[racket] Fresh sandboxes in Scribble documentation (was: Typed macros in untyped code)

From: Carl Eastlund (cce at ccs.neu.edu)
Date: Fri Nov 19 15:18:48 EST 2010


Check out make-eval-factory and make-base-eval-factory in
scribble/eval.  They let you create new evaluators that nevertheless
share compiled versions of the modules you are using.  That way you
don't recompile your language and instantiate new modules at each
example.  It's not super fast -- you still create a new store and so
on -- but it should be faster than the naive version that creates
completely new namespaces.

Carl Eastlund

On Fri, Nov 19, 2010 at 3:03 PM, Neil Toronto <neil.toronto at gmail.com> wrote:
> Sam Tobin-Hochstadt wrote:
>> On Thu, Nov 18, 2010 at 7:48 PM, Neil Toronto <neil.toronto at gmail.com>
>> wrote:
>>> But Typed Racket craps on me if I use the typed macros inside a sandbox
>>> in
>>> Scribble. For example, using @(example #:eval my-eval (bftest-error
>>> (bfexp
>>> (bf 2)))) gives me this:
>>>> (bftest-error (bfexp (bf 2)))
>>>  eval:63:0: Type Checker: Macro bftest-error from typed
>>>  module used in untyped code in: (bftest-error (bfexp (bf
>>>  2)))
>>> Gah! I thought I got around this! How do I convince Typed Racket or the
>>> sandbox that I'm not up to anything funny?
>> Require `#%top-interaction' from typed racket, or in general create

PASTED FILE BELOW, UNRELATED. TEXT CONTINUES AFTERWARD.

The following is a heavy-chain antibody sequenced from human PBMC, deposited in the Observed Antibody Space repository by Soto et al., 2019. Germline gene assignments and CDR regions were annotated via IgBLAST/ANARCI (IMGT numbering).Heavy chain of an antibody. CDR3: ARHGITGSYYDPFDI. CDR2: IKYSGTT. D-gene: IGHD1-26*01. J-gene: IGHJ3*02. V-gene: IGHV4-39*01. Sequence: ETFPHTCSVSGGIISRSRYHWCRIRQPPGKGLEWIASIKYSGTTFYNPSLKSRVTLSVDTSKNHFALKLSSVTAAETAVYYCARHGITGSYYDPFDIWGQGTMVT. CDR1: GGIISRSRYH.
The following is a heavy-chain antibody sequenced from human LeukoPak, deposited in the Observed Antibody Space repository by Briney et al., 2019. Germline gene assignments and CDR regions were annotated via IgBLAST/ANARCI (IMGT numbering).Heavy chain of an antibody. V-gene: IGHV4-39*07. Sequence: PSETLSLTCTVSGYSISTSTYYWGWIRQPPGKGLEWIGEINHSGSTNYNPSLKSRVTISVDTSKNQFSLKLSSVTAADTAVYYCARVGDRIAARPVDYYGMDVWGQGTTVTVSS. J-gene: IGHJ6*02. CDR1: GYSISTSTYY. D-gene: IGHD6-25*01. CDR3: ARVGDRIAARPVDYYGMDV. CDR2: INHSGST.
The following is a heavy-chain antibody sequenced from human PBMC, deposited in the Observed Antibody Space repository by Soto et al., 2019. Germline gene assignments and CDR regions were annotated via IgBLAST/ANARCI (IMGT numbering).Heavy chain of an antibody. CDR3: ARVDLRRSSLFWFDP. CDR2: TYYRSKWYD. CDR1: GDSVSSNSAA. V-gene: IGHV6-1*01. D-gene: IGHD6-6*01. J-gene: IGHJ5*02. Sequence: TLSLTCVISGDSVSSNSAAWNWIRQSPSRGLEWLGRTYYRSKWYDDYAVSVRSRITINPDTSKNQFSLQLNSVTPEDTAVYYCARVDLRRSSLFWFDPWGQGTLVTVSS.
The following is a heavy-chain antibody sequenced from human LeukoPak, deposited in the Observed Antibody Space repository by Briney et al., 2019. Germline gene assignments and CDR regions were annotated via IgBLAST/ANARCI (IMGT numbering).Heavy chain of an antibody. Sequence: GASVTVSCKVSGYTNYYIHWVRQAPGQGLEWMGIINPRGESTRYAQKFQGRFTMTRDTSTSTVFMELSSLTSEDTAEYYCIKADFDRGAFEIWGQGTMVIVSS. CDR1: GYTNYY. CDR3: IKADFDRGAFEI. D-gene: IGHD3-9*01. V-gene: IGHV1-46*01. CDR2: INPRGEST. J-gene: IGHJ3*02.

>> your sandbox from Typed Racket.
> Okay, I got that working by copying from ts-guide.scrbl. I like having the
> types printed in the examples. Nice.
> Now I have another problem: I can't redefine anything inside the sandbox. I
> use consistent names for the same types of objects, so this is a problem
> from a pedagogical point of view.
> But it's not TR's fault, hence the subject change. By disallowing
> redefinition, TR is actually exposing a problem in how we usually write
> documentation that contains examples.
> The problem: because we create one evaluator and use it for everything, our
> documentation examples aren't independent. They can change each other's
> execution environments. Anything that has a computational effect can do
> that: using set!, setting parameters, or even *defining a variable*.
> All of my examples set a parameter. If I used `parameterize' instead, they'd
> all look like this:
>    @(examples #:eval bigfloat-eval
>               (parameterize ([bf-bits  ...])
>                 <some-computation>)
>               (parameterize ([bf-bits  ...])
>                 <some-computation>)
>               ...)
> I can't combine them all under one `parameterize' because I'd lose the
> REPL-like interaction. But as it is, I can't reorder my examples or
> `defproc's without thinking seriously about the effect they'll have on each
> other.
> So I tried to solve the independent-examples problem by creating a fresh
> evaluator for each example. When I tried to run it, it took forever. And
> then it ran out of memory and DrRacket asked for more.
> Currently, I only create a new evaluator for *specific* examples that have
> certain effects, but this won't scale. Question for the group: is there a
> better way to isolate examples? I've got a voodoo half-idea that I can
> branch the original evaluator using continuations, but I don't know how.
> Neil T

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